Exploring robotic fractionated radiotherapy for benign ocular tumours


The investigators set out to study if treatment of the tumours close to the optical pathway is safe and whether it may impair a patient’s vision.

Exploring robotic fractionated radiotherapy for benign ocular tumours

Polish investigators led by Dr Michal Orski, PhD, Department of Ophthalmology, Ludwik Rydygier Memorial Specialized Hospital, Krakow, Poland, reported that fractionated robotic radiotherapy of the tumours applied near the optical pathway is safe and does not impact vision despite minor changes in the anatomy of the optic nerve.1

Dr Orski and colleagues undertook a prospective observational study of patients who had been irradiated using the CyberKnife system (Multiplan 4.6 Accuray, Sunnyvale, California, USA) to treat benign tumours.

Patients had a variety of pathologies that included 10 with cavernous sinus meningioma, 9 with pituitary adenoma, 5 with meningioma of the anterior and middle cranial fossa, 5 with meningioma in the region close to optic chiasm, 3 with craniopharyngioma, and 2 with orbital meningioma, the authors described.

All patients received 3 fractions in doses from 600 to 800 centigray. The investigators used the pre-treatment baseline as the control follow-up examinations after radiotherapy. They then assessed the impact of the radiation on the eye based on anatomic and functional changes.

The anatomic features that were evaluated where the ocular surface, central corneal thickness (CCT), endothelial cell density (ECD), lens densitometry, central macular thickness (CMT), and retinal nerve fiber layer (RNFL); the functional features evaluated were the best-corrected visual acuity (BCVA), intraocular pressure (IOP), visual field (VF), and visual-evoked potentials (VEP).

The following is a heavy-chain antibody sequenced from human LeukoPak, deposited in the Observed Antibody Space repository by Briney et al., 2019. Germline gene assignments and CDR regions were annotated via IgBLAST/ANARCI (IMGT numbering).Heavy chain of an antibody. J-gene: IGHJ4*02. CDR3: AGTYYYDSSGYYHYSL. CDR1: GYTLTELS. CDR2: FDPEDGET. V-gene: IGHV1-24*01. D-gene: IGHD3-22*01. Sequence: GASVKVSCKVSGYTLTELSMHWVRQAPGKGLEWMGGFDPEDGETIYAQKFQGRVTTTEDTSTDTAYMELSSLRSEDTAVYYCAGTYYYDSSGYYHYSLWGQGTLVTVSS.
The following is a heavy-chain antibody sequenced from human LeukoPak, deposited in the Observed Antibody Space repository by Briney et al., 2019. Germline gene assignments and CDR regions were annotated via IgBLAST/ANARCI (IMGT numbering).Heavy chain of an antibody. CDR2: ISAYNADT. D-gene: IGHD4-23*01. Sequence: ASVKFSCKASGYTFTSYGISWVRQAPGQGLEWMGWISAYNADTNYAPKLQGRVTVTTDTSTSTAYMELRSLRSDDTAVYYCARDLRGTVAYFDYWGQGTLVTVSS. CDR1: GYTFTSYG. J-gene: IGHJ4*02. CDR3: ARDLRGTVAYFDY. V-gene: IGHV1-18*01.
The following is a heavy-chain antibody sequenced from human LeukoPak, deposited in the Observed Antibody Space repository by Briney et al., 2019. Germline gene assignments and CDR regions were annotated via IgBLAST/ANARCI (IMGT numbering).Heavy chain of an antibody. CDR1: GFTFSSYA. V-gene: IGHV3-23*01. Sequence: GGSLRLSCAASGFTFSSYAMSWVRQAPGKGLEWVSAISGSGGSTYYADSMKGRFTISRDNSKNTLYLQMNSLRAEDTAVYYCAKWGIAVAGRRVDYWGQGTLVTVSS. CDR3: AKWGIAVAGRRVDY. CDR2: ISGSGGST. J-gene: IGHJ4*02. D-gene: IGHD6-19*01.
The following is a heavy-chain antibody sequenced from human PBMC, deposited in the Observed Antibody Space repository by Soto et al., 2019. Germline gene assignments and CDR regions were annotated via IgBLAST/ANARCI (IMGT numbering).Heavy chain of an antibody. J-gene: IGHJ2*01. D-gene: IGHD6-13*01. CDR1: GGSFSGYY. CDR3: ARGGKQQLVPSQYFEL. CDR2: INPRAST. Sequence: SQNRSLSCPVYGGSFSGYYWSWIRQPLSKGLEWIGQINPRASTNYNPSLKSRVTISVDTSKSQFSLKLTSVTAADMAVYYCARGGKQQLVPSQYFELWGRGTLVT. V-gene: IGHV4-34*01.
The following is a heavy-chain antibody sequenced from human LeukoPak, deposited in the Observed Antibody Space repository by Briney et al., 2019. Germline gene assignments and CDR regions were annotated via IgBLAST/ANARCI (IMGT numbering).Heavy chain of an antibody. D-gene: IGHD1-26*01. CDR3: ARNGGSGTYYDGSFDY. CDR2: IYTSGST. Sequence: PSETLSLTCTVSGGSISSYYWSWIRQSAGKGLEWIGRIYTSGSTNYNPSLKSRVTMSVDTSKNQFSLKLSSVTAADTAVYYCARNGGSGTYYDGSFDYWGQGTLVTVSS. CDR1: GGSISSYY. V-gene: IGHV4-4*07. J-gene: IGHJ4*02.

Patients underwent ophthalmologic examinations before radiotherapy and 6, 12, 18, and 24 months after radiotherapy.

“We did not observe any significant changes in BCVA, IOP, CCT, CMT, VF, VEP, and slit-lamp examination during the 2-year observation,” the authors reported.

They did see significant decreases in the ECD and RNFL at all of the evaluations. The decrease in the cell density did not impact the corneal function and vision; the decrease in the RNFL did not impair visual function, they pointed out.

The investigators concluded, “Fractionated robotic radiotherapy of the tumours close to the optical pathway is safe and does not impair patient’s vision. Minor changes found in optic nerve anatomy (RNFL thinning) might be related to the radiation effect or tumour compression. The causal relation between low doses of radiation delivered to the cornea and the observed significant but slight decrease in ECD is uncertain. The observed changes did not cause visual disturbances perceivable by the patients.”

  1. Orski M, Tarnawski R, Wylegala E, Tarnawski D. The impact of robotic fractionated radiotherapy for benign tumors of parasellar region on the eye structure and function. J Clin Med. 2023;12:404; https://doi.org/10.3390/jcm12020404

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